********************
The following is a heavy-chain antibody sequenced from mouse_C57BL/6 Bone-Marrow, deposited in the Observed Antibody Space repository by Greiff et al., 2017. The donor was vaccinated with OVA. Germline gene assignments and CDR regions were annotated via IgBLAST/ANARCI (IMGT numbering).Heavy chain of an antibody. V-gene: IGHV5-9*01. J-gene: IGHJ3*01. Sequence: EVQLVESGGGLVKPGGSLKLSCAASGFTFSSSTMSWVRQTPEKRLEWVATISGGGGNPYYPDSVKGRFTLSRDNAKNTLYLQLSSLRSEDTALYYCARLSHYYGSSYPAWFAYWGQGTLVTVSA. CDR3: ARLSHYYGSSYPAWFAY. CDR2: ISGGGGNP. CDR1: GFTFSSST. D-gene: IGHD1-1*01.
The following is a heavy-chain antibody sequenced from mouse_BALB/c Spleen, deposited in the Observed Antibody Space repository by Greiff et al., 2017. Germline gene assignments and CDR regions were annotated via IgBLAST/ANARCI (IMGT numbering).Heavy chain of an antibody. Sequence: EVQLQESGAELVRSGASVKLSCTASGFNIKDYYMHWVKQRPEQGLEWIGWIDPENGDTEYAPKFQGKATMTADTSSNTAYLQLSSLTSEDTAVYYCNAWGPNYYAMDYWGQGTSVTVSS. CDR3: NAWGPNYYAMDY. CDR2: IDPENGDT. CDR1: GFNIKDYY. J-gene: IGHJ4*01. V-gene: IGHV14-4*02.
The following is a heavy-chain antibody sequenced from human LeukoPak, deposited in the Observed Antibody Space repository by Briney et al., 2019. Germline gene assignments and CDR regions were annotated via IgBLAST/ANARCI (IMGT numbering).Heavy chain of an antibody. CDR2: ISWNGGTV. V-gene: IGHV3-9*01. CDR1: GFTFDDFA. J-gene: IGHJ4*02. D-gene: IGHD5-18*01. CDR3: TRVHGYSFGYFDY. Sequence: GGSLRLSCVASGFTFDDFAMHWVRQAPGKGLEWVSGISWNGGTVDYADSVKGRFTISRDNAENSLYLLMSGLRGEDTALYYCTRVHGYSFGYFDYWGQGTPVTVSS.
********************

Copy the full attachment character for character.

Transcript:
The following is a heavy-chain antibody sequenced from mouse_C57BL/6 Bone-Marrow, deposited in the Observed Antibody Space repository by Greiff et al., 2017. The donor was vaccinated with OVA. Germline gene assignments and CDR regions were annotated via IgBLAST/ANARCI (IMGT numbering).Heavy chain of an antibody. V-gene: IGHV5-9*01. J-gene: IGHJ3*01. Sequence: EVQLVESGGGLVKPGGSLKLSCAASGFTFSSSTMSWVRQTPEKRLEWVATISGGGGNPYYPDSVKGRFTLSRDNAKNTLYLQLSSLRSEDTALYYCARLSHYYGSSYPAWFAYWGQGTLVTVSA. CDR3: ARLSHYYGSSYPAWFAY. CDR2: ISGGGGNP. CDR1: GFTFSSST. D-gene: IGHD1-1*01.
The following is a heavy-chain antibody sequenced from mouse_BALB/c Spleen, deposited in the Observed Antibody Space repository by Greiff et al., 2017. Germline gene assignments and CDR regions were annotated via IgBLAST/ANARCI (IMGT numbering).Heavy chain of an antibody. Sequence: EVQLQESGAELVRSGASVKLSCTASGFNIKDYYMHWVKQRPEQGLEWIGWIDPENGDTEYAPKFQGKATMTADTSSNTAYLQLSSLTSEDTAVYYCNAWGPNYYAMDYWGQGTSVTVSS. CDR3: NAWGPNYYAMDY. CDR2: IDPENGDT. CDR1: GFNIKDYY. J-gene: IGHJ4*01. V-gene: IGHV14-4*02.
The following is a heavy-chain antibody sequenced from human LeukoPak, deposited in the Observed Antibody Space repository by Briney et al., 2019. Germline gene assignments and CDR regions were annotated via IgBLAST/ANARCI (IMGT numbering).Heavy chain of an antibody. CDR2: ISWNGGTV. V-gene: IGHV3-9*01. CDR1: GFTFDDFA. J-gene: IGHJ4*02. D-gene: IGHD5-18*01. CDR3: TRVHGYSFGYFDY. Sequence: GGSLRLSCVASGFTFDDFAMHWVRQAPGKGLEWVSGISWNGGTVDYADSVKGRFTISRDNAENSLYLLMSGLRGEDTALYYCTRVHGYSFGYFDYWGQGTPVTVSS.